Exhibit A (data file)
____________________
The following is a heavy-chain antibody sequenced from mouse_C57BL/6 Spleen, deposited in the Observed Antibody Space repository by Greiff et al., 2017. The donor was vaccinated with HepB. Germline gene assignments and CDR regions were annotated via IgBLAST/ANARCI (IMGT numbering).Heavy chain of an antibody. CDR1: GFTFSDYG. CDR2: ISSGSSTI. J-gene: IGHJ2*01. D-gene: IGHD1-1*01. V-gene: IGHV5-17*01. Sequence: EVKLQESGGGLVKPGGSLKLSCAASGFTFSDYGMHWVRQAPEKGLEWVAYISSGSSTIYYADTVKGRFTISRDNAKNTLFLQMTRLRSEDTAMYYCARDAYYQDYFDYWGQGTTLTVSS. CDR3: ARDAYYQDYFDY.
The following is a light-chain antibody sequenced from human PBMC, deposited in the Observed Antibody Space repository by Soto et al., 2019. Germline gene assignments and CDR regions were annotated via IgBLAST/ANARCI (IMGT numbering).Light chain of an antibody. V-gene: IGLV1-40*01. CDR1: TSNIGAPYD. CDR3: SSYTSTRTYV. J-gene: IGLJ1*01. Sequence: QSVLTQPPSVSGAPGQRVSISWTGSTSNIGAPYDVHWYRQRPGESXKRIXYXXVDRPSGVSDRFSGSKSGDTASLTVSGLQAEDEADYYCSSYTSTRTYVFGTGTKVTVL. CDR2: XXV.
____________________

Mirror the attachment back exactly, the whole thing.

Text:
The following is a heavy-chain antibody sequenced from mouse_C57BL/6 Spleen, deposited in the Observed Antibody Space repository by Greiff et al., 2017. The donor was vaccinated with HepB. Germline gene assignments and CDR regions were annotated via IgBLAST/ANARCI (IMGT numbering).Heavy chain of an antibody. CDR1: GFTFSDYG. CDR2: ISSGSSTI. J-gene: IGHJ2*01. D-gene: IGHD1-1*01. V-gene: IGHV5-17*01. Sequence: EVKLQESGGGLVKPGGSLKLSCAASGFTFSDYGMHWVRQAPEKGLEWVAYISSGSSTIYYADTVKGRFTISRDNAKNTLFLQMTRLRSEDTAMYYCARDAYYQDYFDYWGQGTTLTVSS. CDR3: ARDAYYQDYFDY.
The following is a light-chain antibody sequenced from human PBMC, deposited in the Observed Antibody Space repository by Soto et al., 2019. Germline gene assignments and CDR regions were annotated via IgBLAST/ANARCI (IMGT numbering).Light chain of an antibody. V-gene: IGLV1-40*01. CDR1: TSNIGAPYD. CDR3: SSYTSTRTYV. J-gene: IGLJ1*01. Sequence: QSVLTQPPSVSGAPGQRVSISWTGSTSNIGAPYDVHWYRQRPGESXKRIXYXXVDRPSGVSDRFSGSKSGDTASLTVSGLQAEDEADYYCSSYTSTRTYVFGTGTKVTVL. CDR2: XXV.